The symptoms of rheumatoid arthritis are outlined below.


This is usually a throbbing and aching sort of pain. It is usually worse in the mornings and after you have been sitting still for a while. Pain is often felt while you are resting, not after activity.


Joints affected by rheumatoid arthritis can feel stiff, especially in the morning. Morning stiffness associated with a kind of arthritis called osteoarthritis usually wears off within 30 minutes of getting up in the morning. However, rheumatoid arthritis morning stiffness usually lasts longer than half an hour.

Warmth and redness

The lining of the affected joint becomes inflamed, causing the joints to swell, become hot, tender to touch and painful.

Rheumatoid arthritis can also cause inflammation around the joints, such as rheumatoid nodules, and in other parts of your body. The condition can also cause inflammation of your tear glands, salivary glands, the lining of your heart and lungs, and your blood vessels.


The exact cause of rheumatoid arthritis is unknown. We know how the condition attacks the joints, but it is not yet known what triggers the initial attack. Some theories suggest that an infection or a virus may trigger rheumatoid arthritis, but none of these theories has been proven.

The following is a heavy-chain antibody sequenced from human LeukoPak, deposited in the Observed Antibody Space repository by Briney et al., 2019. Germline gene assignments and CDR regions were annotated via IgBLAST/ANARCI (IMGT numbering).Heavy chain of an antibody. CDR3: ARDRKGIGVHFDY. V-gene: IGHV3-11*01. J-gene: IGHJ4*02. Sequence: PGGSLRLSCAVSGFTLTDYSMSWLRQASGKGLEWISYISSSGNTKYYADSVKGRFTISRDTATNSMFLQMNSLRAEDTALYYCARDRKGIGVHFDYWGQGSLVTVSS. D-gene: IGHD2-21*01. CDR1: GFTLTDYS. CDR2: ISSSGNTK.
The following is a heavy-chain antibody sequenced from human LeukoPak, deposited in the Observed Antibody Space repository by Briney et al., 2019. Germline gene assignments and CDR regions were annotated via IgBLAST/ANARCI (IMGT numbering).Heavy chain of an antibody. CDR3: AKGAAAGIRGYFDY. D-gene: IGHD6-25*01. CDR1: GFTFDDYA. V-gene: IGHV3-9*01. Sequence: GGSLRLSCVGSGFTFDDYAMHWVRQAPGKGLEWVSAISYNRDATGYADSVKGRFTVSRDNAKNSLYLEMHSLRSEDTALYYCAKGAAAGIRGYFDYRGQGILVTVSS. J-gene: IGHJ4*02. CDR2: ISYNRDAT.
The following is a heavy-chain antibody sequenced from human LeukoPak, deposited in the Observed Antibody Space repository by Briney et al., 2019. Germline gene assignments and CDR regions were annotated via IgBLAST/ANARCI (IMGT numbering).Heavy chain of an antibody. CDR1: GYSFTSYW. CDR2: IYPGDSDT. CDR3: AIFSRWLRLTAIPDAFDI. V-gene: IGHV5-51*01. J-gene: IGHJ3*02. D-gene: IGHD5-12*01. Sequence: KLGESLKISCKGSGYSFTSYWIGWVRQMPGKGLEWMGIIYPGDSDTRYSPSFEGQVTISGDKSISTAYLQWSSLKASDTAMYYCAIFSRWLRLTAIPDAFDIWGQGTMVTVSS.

Autoimmune condition

Rheumatoid arthritis is an autoimmune condition. This type of condition causes the body's immune system to attack itself. Normally, your immune system makes antibodies that attack bacteria and viruses, helping protect your body against infection. If you have rheumatoid arthritis, your immune system sends antibodies to the lining of your joints, where instead of attacking harmful bacteria, they attack the tissue surrounding the joint.


The synovium is a membrane (thin layer of cells) that covers each of your joints. When antibodies attack the synovium, they leave it sore and inflamed. This inflammation causes chemicals to be released, causing the synovium to thicken. These chemicals can also damage bones, cartilage (the stretchy connective tissue between bones), tendons (tissue that connects bone to muscle) and ligaments (tissue that connects bone and cartilage). The chemicals gradually cause the joint to lose its shape and alignment and, eventually, can destroy the joint completely.

Genetic susceptibility